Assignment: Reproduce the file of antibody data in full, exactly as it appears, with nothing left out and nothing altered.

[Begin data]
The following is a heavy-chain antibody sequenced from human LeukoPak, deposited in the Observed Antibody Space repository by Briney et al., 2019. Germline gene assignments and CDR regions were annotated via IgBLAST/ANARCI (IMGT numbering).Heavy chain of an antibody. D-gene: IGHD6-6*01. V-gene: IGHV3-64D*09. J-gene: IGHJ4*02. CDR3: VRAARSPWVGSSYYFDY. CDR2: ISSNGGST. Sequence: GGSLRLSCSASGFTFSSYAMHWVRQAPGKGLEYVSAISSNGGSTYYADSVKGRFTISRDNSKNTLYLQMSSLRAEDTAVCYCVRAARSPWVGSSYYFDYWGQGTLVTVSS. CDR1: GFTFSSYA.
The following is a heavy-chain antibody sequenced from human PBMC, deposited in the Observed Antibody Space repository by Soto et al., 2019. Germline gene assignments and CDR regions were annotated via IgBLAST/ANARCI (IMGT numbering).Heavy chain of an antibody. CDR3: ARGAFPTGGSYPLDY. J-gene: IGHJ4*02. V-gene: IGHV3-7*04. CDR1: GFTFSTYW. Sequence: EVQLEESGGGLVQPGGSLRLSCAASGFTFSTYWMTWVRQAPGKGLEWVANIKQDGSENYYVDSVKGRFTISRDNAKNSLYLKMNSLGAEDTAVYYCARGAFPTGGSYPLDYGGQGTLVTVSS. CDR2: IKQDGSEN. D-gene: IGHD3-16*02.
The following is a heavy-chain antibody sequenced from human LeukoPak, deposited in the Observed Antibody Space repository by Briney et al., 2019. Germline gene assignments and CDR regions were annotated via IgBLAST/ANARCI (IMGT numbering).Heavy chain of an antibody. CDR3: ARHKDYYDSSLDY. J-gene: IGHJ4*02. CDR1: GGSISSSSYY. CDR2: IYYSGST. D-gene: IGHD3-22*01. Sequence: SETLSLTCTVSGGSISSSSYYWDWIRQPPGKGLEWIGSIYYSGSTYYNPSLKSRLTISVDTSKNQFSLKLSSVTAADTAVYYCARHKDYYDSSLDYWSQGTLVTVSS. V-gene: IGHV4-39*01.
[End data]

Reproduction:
The following is a heavy-chain antibody sequenced from human LeukoPak, deposited in the Observed Antibody Space repository by Briney et al., 2019. Germline gene assignments and CDR regions were annotated via IgBLAST/ANARCI (IMGT numbering).Heavy chain of an antibody. D-gene: IGHD6-6*01. V-gene: IGHV3-64D*09. J-gene: IGHJ4*02. CDR3: VRAARSPWVGSSYYFDY. CDR2: ISSNGGST. Sequence: GGSLRLSCSASGFTFSSYAMHWVRQAPGKGLEYVSAISSNGGSTYYADSVKGRFTISRDNSKNTLYLQMSSLRAEDTAVCYCVRAARSPWVGSSYYFDYWGQGTLVTVSS. CDR1: GFTFSSYA.
The following is a heavy-chain antibody sequenced from human PBMC, deposited in the Observed Antibody Space repository by Soto et al., 2019. Germline gene assignments and CDR regions were annotated via IgBLAST/ANARCI (IMGT numbering).Heavy chain of an antibody. CDR3: ARGAFPTGGSYPLDY. J-gene: IGHJ4*02. V-gene: IGHV3-7*04. CDR1: GFTFSTYW. Sequence: EVQLEESGGGLVQPGGSLRLSCAASGFTFSTYWMTWVRQAPGKGLEWVANIKQDGSENYYVDSVKGRFTISRDNAKNSLYLKMNSLGAEDTAVYYCARGAFPTGGSYPLDYGGQGTLVTVSS. CDR2: IKQDGSEN. D-gene: IGHD3-16*02.
The following is a heavy-chain antibody sequenced from human LeukoPak, deposited in the Observed Antibody Space repository by Briney et al., 2019. Germline gene assignments and CDR regions were annotated via IgBLAST/ANARCI (IMGT numbering).Heavy chain of an antibody. CDR3: ARHKDYYDSSLDY. J-gene: IGHJ4*02. CDR1: GGSISSSSYY. CDR2: IYYSGST. D-gene: IGHD3-22*01. Sequence: SETLSLTCTVSGGSISSSSYYWDWIRQPPGKGLEWIGSIYYSGSTYYNPSLKSRLTISVDTSKNQFSLKLSSVTAADTAVYYCARHKDYYDSSLDYWSQGTLVTVSS. V-gene: IGHV4-39*01.